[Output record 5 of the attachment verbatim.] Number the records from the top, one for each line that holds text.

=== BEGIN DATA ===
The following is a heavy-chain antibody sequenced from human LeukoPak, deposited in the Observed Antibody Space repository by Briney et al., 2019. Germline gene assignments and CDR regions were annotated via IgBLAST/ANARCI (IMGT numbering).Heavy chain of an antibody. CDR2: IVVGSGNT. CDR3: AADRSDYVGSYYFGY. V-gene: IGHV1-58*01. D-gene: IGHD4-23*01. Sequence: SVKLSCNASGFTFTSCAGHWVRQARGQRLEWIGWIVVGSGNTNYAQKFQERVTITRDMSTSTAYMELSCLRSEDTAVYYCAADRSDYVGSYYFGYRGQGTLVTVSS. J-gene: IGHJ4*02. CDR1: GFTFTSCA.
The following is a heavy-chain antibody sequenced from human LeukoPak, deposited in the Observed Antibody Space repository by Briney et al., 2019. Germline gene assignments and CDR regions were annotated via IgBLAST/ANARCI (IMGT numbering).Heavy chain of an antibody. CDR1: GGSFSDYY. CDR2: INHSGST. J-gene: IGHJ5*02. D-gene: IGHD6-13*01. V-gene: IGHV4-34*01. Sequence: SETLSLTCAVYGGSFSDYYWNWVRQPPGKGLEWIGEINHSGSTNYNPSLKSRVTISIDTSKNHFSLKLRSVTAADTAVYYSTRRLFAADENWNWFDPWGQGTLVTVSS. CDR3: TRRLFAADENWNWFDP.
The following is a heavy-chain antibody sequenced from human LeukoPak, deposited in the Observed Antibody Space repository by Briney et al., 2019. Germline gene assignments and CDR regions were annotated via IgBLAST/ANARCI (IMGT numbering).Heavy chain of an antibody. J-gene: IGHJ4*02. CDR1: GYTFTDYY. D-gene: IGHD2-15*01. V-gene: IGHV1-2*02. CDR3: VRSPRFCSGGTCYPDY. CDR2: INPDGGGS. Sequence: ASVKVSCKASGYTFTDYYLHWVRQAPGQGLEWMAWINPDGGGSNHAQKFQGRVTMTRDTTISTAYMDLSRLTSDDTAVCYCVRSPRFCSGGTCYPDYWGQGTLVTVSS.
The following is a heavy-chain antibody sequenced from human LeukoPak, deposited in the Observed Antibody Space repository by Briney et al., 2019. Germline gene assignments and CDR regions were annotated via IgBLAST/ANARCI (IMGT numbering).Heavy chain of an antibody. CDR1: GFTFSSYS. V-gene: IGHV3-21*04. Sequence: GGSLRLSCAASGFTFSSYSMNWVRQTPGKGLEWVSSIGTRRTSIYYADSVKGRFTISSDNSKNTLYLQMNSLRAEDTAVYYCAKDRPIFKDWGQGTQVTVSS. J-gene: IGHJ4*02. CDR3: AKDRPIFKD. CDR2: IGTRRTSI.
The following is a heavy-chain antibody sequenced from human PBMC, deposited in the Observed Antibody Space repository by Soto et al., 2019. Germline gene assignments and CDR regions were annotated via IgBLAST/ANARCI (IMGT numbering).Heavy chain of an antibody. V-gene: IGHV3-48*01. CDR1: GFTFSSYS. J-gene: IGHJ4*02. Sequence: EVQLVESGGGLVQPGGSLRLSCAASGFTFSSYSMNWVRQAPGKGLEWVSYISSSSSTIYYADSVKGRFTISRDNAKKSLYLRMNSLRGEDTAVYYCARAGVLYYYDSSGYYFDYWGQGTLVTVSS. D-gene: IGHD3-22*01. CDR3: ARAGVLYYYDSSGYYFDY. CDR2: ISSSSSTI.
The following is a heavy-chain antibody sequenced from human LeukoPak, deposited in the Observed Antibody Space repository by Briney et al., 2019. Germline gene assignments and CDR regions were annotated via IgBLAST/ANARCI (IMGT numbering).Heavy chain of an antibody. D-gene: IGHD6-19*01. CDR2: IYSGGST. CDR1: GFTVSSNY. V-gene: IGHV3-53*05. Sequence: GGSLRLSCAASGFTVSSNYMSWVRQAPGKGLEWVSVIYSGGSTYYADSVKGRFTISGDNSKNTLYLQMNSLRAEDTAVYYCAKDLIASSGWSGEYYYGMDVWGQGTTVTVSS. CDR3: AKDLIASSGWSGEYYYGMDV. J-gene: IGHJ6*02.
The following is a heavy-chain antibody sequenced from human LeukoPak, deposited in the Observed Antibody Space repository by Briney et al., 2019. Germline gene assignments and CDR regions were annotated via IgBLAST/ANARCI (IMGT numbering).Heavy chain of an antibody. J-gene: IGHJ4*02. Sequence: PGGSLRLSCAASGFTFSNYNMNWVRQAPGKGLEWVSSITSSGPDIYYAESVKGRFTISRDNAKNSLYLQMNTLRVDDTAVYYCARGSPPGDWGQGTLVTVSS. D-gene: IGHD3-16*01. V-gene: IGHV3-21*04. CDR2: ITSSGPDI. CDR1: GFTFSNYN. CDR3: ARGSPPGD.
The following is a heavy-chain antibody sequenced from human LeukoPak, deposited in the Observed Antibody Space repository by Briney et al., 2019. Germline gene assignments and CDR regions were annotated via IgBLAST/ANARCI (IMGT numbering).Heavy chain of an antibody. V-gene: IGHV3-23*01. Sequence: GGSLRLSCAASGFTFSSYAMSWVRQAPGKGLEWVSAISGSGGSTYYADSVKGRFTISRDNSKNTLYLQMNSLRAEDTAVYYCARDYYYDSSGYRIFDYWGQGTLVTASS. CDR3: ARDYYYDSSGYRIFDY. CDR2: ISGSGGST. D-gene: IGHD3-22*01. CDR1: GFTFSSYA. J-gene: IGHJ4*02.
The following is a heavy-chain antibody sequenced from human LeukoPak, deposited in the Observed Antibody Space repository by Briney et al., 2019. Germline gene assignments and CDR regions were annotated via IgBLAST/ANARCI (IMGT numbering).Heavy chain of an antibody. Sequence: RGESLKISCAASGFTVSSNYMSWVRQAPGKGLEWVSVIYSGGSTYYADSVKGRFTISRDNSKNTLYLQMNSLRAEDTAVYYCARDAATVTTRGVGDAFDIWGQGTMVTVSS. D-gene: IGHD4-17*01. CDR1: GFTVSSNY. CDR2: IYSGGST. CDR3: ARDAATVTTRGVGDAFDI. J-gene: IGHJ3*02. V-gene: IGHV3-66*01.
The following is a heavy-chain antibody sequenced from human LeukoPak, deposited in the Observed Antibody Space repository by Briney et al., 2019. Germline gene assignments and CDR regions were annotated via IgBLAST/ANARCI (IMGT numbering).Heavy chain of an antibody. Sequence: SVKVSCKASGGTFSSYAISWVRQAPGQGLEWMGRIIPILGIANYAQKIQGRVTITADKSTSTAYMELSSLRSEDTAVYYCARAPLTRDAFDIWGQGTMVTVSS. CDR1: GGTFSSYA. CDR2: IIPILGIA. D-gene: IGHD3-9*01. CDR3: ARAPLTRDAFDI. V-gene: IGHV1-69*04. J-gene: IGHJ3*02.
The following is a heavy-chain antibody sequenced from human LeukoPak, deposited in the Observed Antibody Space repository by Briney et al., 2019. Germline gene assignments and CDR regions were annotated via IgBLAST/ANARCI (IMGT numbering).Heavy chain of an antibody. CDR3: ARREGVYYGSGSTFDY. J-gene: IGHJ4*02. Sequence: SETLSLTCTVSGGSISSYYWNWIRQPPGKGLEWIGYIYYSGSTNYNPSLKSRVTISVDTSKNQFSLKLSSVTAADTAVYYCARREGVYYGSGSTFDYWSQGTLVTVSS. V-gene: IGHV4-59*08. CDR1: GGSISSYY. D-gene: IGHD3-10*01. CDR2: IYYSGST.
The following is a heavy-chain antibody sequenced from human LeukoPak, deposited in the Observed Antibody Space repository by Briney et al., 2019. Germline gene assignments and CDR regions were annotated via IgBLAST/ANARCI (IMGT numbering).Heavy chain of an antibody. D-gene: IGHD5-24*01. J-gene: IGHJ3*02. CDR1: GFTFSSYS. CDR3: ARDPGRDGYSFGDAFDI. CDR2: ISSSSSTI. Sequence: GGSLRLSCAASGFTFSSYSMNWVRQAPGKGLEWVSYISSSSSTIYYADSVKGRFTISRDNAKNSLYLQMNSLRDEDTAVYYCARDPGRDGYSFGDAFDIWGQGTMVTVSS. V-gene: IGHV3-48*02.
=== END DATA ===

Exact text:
The following is a heavy-chain antibody sequenced from human PBMC, deposited in the Observed Antibody Space repository by Soto et al., 2019. Germline gene assignments and CDR regions were annotated via IgBLAST/ANARCI (IMGT numbering).Heavy chain of an antibody. V-gene: IGHV3-48*01. CDR1: GFTFSSYS. J-gene: IGHJ4*02. Sequence: EVQLVESGGGLVQPGGSLRLSCAASGFTFSSYSMNWVRQAPGKGLEWVSYISSSSSTIYYADSVKGRFTISRDNAKKSLYLRMNSLRGEDTAVYYCARAGVLYYYDSSGYYFDYWGQGTLVTVSS. D-gene: IGHD3-22*01. CDR3: ARAGVLYYYDSSGYYFDY. CDR2: ISSSSSTI.